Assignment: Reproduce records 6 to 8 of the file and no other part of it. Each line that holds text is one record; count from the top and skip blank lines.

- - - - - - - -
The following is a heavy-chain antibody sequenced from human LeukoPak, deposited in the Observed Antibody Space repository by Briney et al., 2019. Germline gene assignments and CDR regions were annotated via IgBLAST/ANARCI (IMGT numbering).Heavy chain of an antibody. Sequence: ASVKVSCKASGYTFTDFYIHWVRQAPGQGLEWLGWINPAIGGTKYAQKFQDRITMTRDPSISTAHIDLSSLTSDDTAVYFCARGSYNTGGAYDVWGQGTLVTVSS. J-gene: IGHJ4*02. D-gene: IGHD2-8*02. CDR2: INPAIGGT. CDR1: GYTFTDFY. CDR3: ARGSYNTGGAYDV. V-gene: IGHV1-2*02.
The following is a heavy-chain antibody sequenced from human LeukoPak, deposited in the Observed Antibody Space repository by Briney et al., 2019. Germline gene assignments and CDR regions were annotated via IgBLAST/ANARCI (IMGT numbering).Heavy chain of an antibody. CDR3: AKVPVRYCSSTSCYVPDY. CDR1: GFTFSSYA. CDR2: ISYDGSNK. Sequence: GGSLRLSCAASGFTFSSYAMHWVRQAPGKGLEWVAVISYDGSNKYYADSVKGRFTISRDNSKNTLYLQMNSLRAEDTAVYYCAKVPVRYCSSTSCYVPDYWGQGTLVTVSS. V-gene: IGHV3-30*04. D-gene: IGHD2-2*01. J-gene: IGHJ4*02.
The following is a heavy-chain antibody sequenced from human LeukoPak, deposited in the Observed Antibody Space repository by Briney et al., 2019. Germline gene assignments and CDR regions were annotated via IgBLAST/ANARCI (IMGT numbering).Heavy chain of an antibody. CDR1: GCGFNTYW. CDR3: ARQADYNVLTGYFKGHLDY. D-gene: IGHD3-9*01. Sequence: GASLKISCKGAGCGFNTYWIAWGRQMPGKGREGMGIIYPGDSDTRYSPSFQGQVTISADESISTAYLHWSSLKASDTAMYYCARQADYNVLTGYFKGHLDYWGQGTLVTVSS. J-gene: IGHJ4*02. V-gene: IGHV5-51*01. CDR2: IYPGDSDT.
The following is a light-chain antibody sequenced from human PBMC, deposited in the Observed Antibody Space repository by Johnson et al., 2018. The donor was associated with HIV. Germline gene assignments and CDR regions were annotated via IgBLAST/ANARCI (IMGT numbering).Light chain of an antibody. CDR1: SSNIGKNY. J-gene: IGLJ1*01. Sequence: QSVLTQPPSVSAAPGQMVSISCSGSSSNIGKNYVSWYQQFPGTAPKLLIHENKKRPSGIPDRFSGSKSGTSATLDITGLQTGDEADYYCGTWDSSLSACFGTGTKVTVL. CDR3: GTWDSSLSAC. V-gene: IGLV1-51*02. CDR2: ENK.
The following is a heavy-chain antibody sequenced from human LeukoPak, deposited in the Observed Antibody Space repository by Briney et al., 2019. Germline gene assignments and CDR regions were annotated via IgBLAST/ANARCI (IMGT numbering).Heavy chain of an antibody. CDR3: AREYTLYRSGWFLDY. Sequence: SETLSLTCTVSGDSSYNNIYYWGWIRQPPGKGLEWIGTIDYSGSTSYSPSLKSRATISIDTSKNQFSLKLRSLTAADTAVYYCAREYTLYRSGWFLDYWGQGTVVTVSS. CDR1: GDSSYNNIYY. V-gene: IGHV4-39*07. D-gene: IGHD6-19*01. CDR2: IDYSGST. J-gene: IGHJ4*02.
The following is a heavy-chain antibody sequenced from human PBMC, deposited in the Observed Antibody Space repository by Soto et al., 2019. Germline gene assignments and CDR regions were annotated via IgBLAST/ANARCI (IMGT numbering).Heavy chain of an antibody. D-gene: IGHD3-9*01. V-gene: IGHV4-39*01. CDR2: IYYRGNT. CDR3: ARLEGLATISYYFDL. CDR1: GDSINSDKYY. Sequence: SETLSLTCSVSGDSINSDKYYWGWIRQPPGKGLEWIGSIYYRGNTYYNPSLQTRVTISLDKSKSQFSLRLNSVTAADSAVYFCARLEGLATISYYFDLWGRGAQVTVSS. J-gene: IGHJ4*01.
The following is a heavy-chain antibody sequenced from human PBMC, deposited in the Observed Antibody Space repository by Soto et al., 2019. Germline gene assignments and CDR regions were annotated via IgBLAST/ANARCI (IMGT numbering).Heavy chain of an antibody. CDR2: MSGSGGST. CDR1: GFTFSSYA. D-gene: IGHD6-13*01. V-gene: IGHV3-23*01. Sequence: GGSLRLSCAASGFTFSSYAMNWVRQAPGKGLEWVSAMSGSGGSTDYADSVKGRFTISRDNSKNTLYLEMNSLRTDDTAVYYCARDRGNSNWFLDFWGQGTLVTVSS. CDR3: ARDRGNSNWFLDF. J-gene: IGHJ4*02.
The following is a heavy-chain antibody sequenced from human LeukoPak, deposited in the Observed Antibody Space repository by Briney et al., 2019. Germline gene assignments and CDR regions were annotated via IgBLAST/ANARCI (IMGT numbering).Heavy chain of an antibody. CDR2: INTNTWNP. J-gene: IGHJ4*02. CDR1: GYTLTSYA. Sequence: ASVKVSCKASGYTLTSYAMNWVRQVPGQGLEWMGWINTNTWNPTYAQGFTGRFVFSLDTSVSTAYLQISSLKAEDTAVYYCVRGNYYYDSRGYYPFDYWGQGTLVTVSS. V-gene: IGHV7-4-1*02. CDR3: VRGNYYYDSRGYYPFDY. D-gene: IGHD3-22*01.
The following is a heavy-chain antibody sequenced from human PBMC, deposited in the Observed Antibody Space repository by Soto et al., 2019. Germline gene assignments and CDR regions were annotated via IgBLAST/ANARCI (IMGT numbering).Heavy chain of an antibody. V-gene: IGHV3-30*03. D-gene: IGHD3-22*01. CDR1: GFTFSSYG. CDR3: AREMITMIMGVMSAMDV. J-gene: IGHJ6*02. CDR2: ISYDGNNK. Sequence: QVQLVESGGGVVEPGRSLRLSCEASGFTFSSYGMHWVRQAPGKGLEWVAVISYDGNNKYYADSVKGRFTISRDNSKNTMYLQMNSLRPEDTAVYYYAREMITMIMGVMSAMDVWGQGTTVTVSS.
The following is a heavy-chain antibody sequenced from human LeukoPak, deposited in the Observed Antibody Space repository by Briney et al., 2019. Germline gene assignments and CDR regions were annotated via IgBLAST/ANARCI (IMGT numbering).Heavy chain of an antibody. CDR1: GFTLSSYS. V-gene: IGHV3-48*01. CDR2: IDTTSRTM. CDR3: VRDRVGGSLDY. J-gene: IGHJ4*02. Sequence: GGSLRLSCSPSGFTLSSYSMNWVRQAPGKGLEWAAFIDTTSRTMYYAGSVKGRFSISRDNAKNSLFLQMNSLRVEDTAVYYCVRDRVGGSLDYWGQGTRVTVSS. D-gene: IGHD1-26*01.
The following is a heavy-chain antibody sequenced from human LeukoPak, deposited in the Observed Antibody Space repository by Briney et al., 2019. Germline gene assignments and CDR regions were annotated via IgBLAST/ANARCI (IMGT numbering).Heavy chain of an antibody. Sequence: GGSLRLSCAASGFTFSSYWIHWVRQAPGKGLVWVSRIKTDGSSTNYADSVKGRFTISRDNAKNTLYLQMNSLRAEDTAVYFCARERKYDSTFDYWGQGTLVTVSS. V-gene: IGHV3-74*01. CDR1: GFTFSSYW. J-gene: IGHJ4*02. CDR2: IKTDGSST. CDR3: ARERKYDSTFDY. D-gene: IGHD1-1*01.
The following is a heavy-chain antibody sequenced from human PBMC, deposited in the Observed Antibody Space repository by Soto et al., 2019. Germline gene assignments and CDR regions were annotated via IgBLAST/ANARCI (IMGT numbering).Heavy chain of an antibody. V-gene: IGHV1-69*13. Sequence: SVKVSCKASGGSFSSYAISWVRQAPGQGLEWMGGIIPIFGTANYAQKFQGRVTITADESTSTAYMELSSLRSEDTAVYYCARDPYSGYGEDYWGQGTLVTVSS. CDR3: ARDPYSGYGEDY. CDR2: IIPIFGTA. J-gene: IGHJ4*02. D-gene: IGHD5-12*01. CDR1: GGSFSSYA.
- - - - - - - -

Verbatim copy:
The following is a heavy-chain antibody sequenced from human PBMC, deposited in the Observed Antibody Space repository by Soto et al., 2019. Germline gene assignments and CDR regions were annotated via IgBLAST/ANARCI (IMGT numbering).Heavy chain of an antibody. D-gene: IGHD3-9*01. V-gene: IGHV4-39*01. CDR2: IYYRGNT. CDR3: ARLEGLATISYYFDL. CDR1: GDSINSDKYY. Sequence: SETLSLTCSVSGDSINSDKYYWGWIRQPPGKGLEWIGSIYYRGNTYYNPSLQTRVTISLDKSKSQFSLRLNSVTAADSAVYFCARLEGLATISYYFDLWGRGAQVTVSS. J-gene: IGHJ4*01.
The following is a heavy-chain antibody sequenced from human PBMC, deposited in the Observed Antibody Space repository by Soto et al., 2019. Germline gene assignments and CDR regions were annotated via IgBLAST/ANARCI (IMGT numbering).Heavy chain of an antibody. CDR2: MSGSGGST. CDR1: GFTFSSYA. D-gene: IGHD6-13*01. V-gene: IGHV3-23*01. Sequence: GGSLRLSCAASGFTFSSYAMNWVRQAPGKGLEWVSAMSGSGGSTDYADSVKGRFTISRDNSKNTLYLEMNSLRTDDTAVYYCARDRGNSNWFLDFWGQGTLVTVSS. CDR3: ARDRGNSNWFLDF. J-gene: IGHJ4*02.
The following is a heavy-chain antibody sequenced from human LeukoPak, deposited in the Observed Antibody Space repository by Briney et al., 2019. Germline gene assignments and CDR regions were annotated via IgBLAST/ANARCI (IMGT numbering).Heavy chain of an antibody. CDR2: INTNTWNP. J-gene: IGHJ4*02. CDR1: GYTLTSYA. Sequence: ASVKVSCKASGYTLTSYAMNWVRQVPGQGLEWMGWINTNTWNPTYAQGFTGRFVFSLDTSVSTAYLQISSLKAEDTAVYYCVRGNYYYDSRGYYPFDYWGQGTLVTVSS. V-gene: IGHV7-4-1*02. CDR3: VRGNYYYDSRGYYPFDY. D-gene: IGHD3-22*01.